Shelter building can be a lot of fun for children, especially if we make it fun for them. It can be much simpler if the children are able to do simple essential knots such as overhand knots, reef knots, figure of eight and clove hitch. These are essential knots we intoduced to our young explorers in Outdoor School Singapore. Understanding the basic knot concepts, enables children to build a shelter with ropes and tarps on tree trunks. If not, simple leaf huts and lean-tos are easy to build too, and the kids can use it as a fort. Remember to mark the shelter for visibility so as not to scare the animals and at the same time, to attract attention from rescuers when needed.
4) Outdoor Cooking
Building fire, managing it and learning the safety of it may often be deemed as dangerous and inappropriate skills to impart to our children. At Outdoor School Singapore, we strongly believe that instead of underestimating our children’s abilities and limiting these learning opportunities from them, it will be more meaningful to engage them safely under the supervision of adults. Children can always start this journey by learning about safety management of fire when cooking at home before engaging them in outdoor cooking. If you are ready to start outdoor cooking with your children, start by inviting them to think about ways to collect firewood responsibly, types of trees and lengths of wood to look for, several age-appropriate ways to light fires safely, and how to correctly put the fire out afterwards! Once they can build and put out a fire safely, they are ready to do the cooking outdoors! This is the best opportunity to teach children about the usage of knives and food safety such as internal cooking temperatures, food storage, etc too!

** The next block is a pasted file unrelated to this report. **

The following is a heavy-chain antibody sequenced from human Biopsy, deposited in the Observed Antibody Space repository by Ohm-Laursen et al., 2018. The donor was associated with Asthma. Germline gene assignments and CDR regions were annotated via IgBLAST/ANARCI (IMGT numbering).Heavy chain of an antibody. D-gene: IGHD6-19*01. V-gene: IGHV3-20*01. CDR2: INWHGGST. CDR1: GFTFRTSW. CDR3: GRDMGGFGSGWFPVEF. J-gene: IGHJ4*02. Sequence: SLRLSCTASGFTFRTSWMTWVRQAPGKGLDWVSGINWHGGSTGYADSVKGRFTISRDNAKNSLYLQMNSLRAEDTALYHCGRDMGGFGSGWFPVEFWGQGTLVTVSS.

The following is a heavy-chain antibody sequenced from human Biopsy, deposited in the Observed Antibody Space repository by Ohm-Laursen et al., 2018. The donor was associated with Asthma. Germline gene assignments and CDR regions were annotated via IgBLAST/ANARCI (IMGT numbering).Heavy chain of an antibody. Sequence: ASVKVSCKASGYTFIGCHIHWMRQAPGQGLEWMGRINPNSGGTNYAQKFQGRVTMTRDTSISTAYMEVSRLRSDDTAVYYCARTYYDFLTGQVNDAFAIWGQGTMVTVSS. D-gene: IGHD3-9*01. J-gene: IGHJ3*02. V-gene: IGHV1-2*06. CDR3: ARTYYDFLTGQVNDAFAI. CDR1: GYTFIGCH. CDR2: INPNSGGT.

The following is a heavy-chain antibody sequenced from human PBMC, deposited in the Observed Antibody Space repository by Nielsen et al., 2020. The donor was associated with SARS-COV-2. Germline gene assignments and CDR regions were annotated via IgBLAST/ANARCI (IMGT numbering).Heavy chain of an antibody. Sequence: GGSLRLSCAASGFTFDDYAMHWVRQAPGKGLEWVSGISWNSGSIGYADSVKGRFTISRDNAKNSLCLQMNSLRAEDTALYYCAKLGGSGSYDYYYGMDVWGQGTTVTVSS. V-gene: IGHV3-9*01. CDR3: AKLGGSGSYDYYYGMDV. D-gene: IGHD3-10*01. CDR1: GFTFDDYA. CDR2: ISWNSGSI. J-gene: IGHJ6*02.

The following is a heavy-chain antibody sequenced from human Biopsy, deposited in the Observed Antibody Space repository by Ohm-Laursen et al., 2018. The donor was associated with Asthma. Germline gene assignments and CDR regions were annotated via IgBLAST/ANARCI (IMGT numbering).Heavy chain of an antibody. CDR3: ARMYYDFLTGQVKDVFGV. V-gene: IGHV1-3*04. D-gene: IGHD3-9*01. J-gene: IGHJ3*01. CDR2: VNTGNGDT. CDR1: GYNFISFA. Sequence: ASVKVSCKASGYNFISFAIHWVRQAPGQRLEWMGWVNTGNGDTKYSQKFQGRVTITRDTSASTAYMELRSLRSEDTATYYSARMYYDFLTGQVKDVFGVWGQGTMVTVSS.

5) First Aid
As much as we want to equip children with the skills and good judgement to keep themselves safe, we need to understand that injuries may still happen during children's exploration of the environment. Thus, it is essential to educate them on prevention as well as the preparedness so that they are able to take care of themselves and others. When we do that, we are letting them know that we trust them to care for us and empowering them with the ability to keep our families safer. You may be wondering what kind of first aid should or can a young child learn? In Outdoor School Singapore, we introduced common outdoor injuries to our young explorers such as animals' bites, heat stroke, cuts, burns, etc and the treatment for these injuries. For young children, we would recommend you to introduce something that they can relate to. Example, for mosquitoes' bite, most of the children may have experienced that. Simple discussions with them on how they can treat the mosquitoes that bite on their bodies can be a good start!
You may be wondering, do children really need to learn how to read a map when we are living in a “GPS’ world? While many skills have become obsolete in the digital age, map reading remains an important skill for building children’s spatial reasoning skills and helping them make sense of our world. Many assume that map reading is easy for our young explorers. Unfortunately, you may be wrong on this. The ability to “read” a map, even a very simple one, is a skill that can require considerable time and effort especially for our young explorers. In Outdoor School Singapore, we start this learning journey with our young explorers by ensuring that they understood the directional language such as left, right, centre, up and down through games. Once they have showed their capabilites of understanding and using these directional words, we then continue our inquiry on maps!